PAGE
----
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A tale of an invader: Reconstructing the genomic history of invasive topmouth gudgeon (Pseudorasbora parva) populations.
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  • Thomas Brazier,
  • Emira CHERIF,
  • Jean-François Martin,
  • André Gilles,
  • Simon Blanchet,
  • Yahui Zhao,
  • Marine Combe,
  • R.J. Scott McCairns,
  • Rodolphe Gozlan
Thomas Brazier
INRA
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Emira CHERIF
IRD
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Jean-François Martin
Montpellier-SupAgro, UMR CBGP
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André Gilles
Aix Marseille Université
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Simon Blanchet
CNRS, Station d'Ecologie Théorique et Expérimentale (SETE)
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Yahui Zhao
Chinese Academy of Sciences
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Marine Combe
IRD
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R.J. Scott McCairns
INRA
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Rodolphe Gozlan
IRD
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Abstract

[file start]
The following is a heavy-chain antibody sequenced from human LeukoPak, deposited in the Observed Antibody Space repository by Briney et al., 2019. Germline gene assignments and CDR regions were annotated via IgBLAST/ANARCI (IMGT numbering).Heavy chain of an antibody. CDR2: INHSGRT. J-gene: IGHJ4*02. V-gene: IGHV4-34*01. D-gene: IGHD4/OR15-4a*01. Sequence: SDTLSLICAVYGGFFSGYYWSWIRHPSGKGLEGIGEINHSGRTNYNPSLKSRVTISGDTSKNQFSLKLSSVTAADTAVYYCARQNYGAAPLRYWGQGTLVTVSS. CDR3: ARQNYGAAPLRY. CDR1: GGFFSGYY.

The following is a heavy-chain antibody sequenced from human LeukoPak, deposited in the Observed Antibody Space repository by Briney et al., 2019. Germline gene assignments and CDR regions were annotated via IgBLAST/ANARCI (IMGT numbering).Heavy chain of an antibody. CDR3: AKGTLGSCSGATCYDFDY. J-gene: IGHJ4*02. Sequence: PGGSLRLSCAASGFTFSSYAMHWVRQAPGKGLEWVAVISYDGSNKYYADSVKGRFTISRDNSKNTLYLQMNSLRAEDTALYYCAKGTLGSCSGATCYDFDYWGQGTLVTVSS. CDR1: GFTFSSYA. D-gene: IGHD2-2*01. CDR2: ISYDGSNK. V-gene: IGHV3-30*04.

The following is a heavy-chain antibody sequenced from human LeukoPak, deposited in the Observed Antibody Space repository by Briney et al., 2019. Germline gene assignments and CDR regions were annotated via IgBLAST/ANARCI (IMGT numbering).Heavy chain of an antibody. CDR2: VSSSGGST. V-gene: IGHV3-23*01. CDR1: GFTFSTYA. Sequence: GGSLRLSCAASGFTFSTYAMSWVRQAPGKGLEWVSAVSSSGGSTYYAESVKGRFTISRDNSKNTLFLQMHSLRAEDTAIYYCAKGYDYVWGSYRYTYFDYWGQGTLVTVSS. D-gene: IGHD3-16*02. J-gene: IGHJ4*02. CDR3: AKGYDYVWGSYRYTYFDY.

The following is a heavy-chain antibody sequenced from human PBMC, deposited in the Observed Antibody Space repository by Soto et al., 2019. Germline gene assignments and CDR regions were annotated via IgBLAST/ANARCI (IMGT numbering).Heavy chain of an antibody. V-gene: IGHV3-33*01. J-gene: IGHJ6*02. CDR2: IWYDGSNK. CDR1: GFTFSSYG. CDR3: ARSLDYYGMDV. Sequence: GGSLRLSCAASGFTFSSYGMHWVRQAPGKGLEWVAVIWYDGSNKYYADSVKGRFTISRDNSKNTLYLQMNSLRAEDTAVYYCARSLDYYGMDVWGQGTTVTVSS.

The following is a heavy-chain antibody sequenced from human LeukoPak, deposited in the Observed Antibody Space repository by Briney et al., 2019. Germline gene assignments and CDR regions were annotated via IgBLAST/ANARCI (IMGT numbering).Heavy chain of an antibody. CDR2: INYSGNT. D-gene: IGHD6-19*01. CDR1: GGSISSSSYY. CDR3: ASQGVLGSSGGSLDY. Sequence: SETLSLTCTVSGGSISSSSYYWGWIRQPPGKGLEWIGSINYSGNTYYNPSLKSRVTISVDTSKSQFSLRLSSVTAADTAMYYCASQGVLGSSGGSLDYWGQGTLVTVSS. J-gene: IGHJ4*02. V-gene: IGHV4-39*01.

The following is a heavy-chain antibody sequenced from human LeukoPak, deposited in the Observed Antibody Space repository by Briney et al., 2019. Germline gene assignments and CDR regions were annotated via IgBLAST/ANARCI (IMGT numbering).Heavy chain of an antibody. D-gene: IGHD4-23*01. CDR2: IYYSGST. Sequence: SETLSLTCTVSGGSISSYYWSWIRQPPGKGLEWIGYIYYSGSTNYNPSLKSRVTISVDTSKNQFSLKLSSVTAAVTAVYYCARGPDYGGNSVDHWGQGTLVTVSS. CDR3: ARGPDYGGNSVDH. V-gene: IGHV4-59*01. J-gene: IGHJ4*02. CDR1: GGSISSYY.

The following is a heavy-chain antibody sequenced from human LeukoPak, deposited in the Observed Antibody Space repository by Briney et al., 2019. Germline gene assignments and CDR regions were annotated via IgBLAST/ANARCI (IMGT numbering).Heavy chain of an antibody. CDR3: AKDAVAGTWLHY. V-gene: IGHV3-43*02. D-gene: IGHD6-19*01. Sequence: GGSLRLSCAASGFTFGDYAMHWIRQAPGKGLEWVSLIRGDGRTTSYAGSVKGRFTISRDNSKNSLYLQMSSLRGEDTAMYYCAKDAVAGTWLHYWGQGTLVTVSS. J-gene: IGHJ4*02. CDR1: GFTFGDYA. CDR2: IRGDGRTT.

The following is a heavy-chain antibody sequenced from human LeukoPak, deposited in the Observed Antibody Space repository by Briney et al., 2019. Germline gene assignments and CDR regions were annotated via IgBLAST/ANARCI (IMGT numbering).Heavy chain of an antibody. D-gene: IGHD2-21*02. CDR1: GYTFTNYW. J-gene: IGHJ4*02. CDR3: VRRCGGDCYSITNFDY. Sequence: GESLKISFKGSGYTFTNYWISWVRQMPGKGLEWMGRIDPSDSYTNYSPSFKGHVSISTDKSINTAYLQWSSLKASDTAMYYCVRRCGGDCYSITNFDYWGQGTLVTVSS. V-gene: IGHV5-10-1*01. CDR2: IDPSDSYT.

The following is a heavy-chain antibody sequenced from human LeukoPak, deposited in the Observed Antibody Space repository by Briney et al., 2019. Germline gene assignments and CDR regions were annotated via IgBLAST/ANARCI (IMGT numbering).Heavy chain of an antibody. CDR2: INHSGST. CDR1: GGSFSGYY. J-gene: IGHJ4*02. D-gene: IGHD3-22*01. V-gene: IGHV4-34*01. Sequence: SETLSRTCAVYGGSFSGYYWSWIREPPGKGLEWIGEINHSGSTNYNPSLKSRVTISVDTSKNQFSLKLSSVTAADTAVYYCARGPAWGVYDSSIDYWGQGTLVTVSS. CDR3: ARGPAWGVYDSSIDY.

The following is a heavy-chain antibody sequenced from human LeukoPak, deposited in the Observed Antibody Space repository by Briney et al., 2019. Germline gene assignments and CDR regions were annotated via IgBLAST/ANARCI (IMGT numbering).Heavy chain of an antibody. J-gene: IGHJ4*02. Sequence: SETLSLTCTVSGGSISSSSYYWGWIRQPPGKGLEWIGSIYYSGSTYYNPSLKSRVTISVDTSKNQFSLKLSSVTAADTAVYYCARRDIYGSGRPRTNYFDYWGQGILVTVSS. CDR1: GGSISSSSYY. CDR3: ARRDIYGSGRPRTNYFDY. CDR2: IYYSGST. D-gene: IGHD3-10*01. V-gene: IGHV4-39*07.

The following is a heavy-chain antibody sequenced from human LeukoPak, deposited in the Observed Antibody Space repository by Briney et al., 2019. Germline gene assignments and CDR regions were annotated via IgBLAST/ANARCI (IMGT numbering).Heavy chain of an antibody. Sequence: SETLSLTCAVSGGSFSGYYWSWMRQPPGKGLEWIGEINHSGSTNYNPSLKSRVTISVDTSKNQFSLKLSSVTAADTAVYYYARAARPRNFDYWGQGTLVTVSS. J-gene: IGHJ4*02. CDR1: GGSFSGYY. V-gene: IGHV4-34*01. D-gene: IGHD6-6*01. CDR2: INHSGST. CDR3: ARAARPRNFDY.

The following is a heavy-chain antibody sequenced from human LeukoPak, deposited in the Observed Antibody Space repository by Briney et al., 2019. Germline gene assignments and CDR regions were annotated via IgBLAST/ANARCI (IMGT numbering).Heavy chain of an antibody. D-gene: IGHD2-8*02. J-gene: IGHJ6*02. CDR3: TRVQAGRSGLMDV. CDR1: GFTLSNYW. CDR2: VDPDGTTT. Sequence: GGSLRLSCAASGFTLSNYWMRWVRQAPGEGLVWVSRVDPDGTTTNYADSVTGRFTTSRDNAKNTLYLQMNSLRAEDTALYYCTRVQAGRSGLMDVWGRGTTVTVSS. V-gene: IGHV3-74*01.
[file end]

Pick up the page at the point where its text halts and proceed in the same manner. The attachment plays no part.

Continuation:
Invasive species are significant contributors to global changes and constitute a severe threat to biodiversity. Yet invasions offer an incredible framework to understand how small and low-diverse introduced populations adapt to novel environmental conditions and succeed in colonizing large areas. However, due to the insufficient data on the origin of the first introduced propagule and the first stage of invasion, reconstructing a species’ invasion history is challenging. Here, we applied genetic clustering methods and explicit admixture tests combined with ABC models and Machine Learning algorithms to describe the phylogeography of native and invasive populations and infer the most probable demographic invasion scenarios of Pseudorasbora parva, a highly invasive freshwater fish and the healthy carrier of a novel lethal fungi-like pathogen (Sphaerothecum destruens), which is responsible for the decline of several fish species in Europe. We found that the current genetic structuring of the native P. parva range has been shaped by waves of gene flow originating from southern and northern Chinese populations. Furthermore, our results strongly suggest that the invasive genetic diversity is the outcome of past recurrent global invasion pathways of admixed native populations. Our study also illustrates how the combination of admixture tests, ABC, Machine Learning can be used to detect high-resolution demographic signatures and reconstruct an integrative biological invasion history.